A fragment of a Vitaphone disc recoring

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radiotelefonia

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A fragment of a Vitaphone disc recoring

PostMon Aug 24, 2009 9:23 pm

I have been asked to clean and repair a fragment of a Vitaphone soundtrack. And here are the results.

This is a fragment from WHY BE GOOD and the theme is called "The song of the Boulevards":

http://www.youtube.com/watch?v=Yb2Lq_R5KMc
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FrankFay

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Re: A fragment of a Vitaphone disc recoring

PostTue Aug 25, 2009 2:22 pm

radiotelefonia wrote:I have been asked to clean and repair a fragment of a Vitaphone soundtrack. And here are the results.

This is a fragment from WHY BE GOOD and the theme is called "The song of the Boulevards":

http://www.youtube.com/watch?v=Yb2Lq_R5KMc


It's by J. S. Zamecnik and published as "Le chant des boulevards" although I'm just being picky.
Eric Stott
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vitaphone

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PostTue Aug 25, 2009 4:34 pm

If have the full set of discs for WHY BE GOOD? It is loaded with hot dance and jazz tunes with Jimmy Dorsey, Phil Napoleon, Eddie Lang and other jazz greats confirmed. The nitrate is in Italy and we hope this will soon be restored. SYNTHETIC SIN, Moore's immediately previous silent feature also with Vitaphone score, also has its nitrate there. 3 discs survive.
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radiotelefonia

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Re: A fragment of a Vitaphone disc recoring

PostTue Aug 25, 2009 6:24 pm

FrankFay wrote:
radiotelefonia wrote:I have been asked to clean and repair a fragment of a Vitaphone soundtrack. And here are the results.

This is a fragment from WHY BE GOOD and the theme is called "The song of the Boulevards":

http://www.youtube.com/watch?v=Yb2Lq_R5KMc


It's by J. S. Zamecnik and published as "Le chant des boulevards" although I'm just being picky.


That's fine with me. I'm more at home with tangos, but I'm still happy repairing recordings.

The person that we need here is my friend Héctor Lorenzo Lucci who had to create a Vitaphone turntable, almost from scratch, in order to restore the soundtrack of the MOSAICO CRIOLLO films that the Ducros Hicken Museum has published on DVD (I captured the broadcast of them last week). He also had the films themselves.

The funny thing, which is not known, as he told me is that once that the films were restored, they returned the original elements back to him, because he was (and is) able to preserve them in a much better way than the industry itself!

Lucci is terrific in order to physically rescue records that are almost doomed to be lost.

In my case, however, I always worked to at least recover the original sounds of those discs. and we have a kind relationship through todotango and I always miss him, he enjoys what I try to do:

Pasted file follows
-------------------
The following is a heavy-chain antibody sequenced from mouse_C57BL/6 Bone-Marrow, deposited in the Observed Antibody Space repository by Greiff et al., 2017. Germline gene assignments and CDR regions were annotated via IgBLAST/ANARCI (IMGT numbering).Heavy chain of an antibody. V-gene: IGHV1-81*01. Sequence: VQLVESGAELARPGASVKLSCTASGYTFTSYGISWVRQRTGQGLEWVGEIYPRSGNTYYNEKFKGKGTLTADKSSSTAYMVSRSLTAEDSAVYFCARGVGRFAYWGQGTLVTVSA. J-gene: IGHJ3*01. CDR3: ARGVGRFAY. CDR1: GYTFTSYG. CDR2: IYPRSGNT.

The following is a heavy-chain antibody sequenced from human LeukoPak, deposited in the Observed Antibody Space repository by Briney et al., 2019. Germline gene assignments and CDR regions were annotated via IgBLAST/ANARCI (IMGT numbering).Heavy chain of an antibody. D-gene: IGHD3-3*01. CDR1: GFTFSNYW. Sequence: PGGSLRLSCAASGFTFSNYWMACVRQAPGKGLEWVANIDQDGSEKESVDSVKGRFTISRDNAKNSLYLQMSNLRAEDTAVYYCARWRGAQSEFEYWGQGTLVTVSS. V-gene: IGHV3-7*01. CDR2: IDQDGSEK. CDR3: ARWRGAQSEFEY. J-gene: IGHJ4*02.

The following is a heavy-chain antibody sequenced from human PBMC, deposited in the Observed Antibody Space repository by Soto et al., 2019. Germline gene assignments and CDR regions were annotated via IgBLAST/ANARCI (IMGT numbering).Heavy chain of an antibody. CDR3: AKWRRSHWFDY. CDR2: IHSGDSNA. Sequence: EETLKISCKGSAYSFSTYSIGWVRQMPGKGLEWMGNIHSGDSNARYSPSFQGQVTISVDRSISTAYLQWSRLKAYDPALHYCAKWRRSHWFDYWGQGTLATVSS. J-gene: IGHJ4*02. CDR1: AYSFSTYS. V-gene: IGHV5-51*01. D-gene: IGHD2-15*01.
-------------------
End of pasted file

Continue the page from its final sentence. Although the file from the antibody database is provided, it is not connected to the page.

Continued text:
http://www.todotango.com/english/biblio ... ovsgra.asp

http://www.todotango.com/english/biblio ... errito.asp

http://www.todotango.com/english/biblio ... emania.asp

http://www.todotango.com/english/biblio ... enario.asp

http://www.todotango.com/english/biblio ... tlanta.asp
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Rodney

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Re: A fragment of a Vitaphone disc recoring

PostThu Aug 27, 2009 6:54 am

radiotelefonia wrote:I have been asked to clean and repair a fragment of a Vitaphone soundtrack. And here are the results.

This is a fragment from WHY BE GOOD and the theme is called "The song of the Boulevards":

http://www.youtube.com/watch?v=Yb2Lq_R5KMc


Zamecnik wasn't French, so I expect he called it "Le Chant des Boulevards" just to make it seem exotic and cultured. "The Song of the Boulevards" is, of course, a fine translation. This is a very useful Zamecnik cue, published by Sam Fox in 1922. We've used it for a few film scores (it shows up towards the end of "Cobra"), and also on our "Cinema" CD. We usually play it in a much more rhythmic way. I've never heard this version before, so thanks much for putting that up.

There's a lot of harp in this arrangement. I've seen harps in photos of silent film orchestras, but we've never actually found a dedicated harp part in any of the arrangements, so I suspect they were reading from piano parts. I think it's in Erno Rapee's book that he recommends getting a harpist who can double on piano.

By the time of the talkies and this recording, of course, someone may have rearranged this music for whatever studio orchestra was playing that day.
Rodney Sauer
The Mont Alto Motion Picture Orchestra
www.mont-alto.com
"Let the Music do the Talking!"
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boblipton

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PostThu Aug 27, 2009 7:26 am

Just a note that this, for me, is one of the reasons I love Nitrateville: listening to the people who actually do the work talk about the details in a straightforward fashion helps me understand what is going on.

Bob
If no one listens, then it’s just as well. At least I won’t get caught in any lies I tell.
— Joe Darion
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Jack Theakston

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PostThu Sep 03, 2009 11:17 am

My experience has been that the studio recordings are almost always re-arrangements by one of the staff composers when compared to the original charts.

Harp parts were published by some outfits (Schirmers for one, I believe), but I've never seen them myself. Saxophone, English Horn and 3rd Trombone were also included in the "additional" parts.
J. Theakston
"You get more out of life when you go out to a movie!"

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